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Suppose you have some malicious code on your linux laptop, for example a rootkit or trojan or something like that. Now restrict your attention to the case that the malicious code does transfer some information to the hacker over the internet, for example because the hacker wants to steal some files from your computer or your passwords via a keylogger or because he wants to use your machine as a base to hack for example a company or government server.

Being a layman on network security I assume that it should be possible just to redirect (for example via ARP-spoofing or something like that) all traffic of your box (A) over another not compromised box (B) and see by sniffing if there is any suspicious traffic. This seems to be easy if you know that A shouldn't send any traffic at the moment (because you don't browse the web and so on...). However the malicious code could be a bit cleverer and send data only if there is some other traffic outgoing from (A), for example when you are surfing in the web. Then you would need a method to generate controlled traffic outgoing from machine A. Machine B then should know what traffic is when generated, i.e. to expect and should be able to find the additional traffic and detect this way the virus when it reports to the server.

I guess this model is a bit naive, but I want to learn more technical details about this point:

  • How close is my above description to reality?
  • What other, more sophisticated methods may the virus use to mask its send of information?
  • If the described sniffing is a good method to detect such code when the code reports back to server, how would one actually do this in detail (in linux)? And how to make sure to detect even very smart ways to mask the sending of information?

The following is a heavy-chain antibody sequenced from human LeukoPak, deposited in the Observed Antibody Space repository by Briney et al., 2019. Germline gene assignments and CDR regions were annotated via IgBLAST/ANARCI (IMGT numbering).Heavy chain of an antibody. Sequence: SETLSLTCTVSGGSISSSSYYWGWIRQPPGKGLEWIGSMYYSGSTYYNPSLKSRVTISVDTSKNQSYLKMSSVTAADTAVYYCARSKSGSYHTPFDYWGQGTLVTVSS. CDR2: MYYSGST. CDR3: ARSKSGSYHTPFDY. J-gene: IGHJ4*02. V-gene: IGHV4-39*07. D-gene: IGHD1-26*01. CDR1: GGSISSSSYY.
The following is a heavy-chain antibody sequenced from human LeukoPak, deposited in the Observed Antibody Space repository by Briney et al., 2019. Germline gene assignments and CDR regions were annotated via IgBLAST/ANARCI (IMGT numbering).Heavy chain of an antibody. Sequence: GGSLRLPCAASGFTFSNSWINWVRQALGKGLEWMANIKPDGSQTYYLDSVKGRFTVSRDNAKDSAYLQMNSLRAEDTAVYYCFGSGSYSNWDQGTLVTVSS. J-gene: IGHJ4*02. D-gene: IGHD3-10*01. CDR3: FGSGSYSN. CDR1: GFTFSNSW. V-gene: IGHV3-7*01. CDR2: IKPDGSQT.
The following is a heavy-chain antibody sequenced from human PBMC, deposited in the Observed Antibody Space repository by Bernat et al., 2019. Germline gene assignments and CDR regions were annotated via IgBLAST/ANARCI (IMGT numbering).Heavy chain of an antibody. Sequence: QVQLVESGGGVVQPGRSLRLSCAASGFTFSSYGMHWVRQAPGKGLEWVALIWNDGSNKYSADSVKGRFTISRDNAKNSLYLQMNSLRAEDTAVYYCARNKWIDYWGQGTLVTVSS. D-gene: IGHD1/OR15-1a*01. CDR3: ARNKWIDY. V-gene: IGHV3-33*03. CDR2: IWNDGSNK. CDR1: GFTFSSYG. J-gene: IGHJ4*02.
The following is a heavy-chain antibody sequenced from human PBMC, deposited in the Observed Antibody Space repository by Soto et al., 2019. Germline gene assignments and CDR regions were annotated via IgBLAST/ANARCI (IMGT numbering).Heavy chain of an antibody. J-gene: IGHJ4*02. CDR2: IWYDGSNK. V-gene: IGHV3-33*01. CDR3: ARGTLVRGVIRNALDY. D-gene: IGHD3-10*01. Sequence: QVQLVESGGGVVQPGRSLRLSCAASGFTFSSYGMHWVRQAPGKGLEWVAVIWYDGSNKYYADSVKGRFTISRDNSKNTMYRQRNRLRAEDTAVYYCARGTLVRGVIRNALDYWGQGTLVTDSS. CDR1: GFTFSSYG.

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it really depends on how deep teh attacker is in your system; if he's controlling your DNS then this will be a little tricky; if an attacker is already on your server, youre doomed anyway; there are a lot of hidden backchannels that are not easy to detect or command-channels using twitter, p2p, dns-queries etc pp; search SANS-ISC Reading-Room for "hidden channels" to get an idea of what might be possible

redirect ... and see by sniffing if there is any suspicious traffic

nearly impossible; heuristics dont work. and what do you do with encrypted traffic?

for controlling http-requests:

  • use squid as a transparent proxy and use a whitelist with allowed connection-targets

for general networking-control

  • use strict iptables-setup infront of your server (DENY anything, allow what is needed)
  • log any outgoing connection-attempt for later analysis
  • use tcpdump to record any traffic (dont forget UDP)

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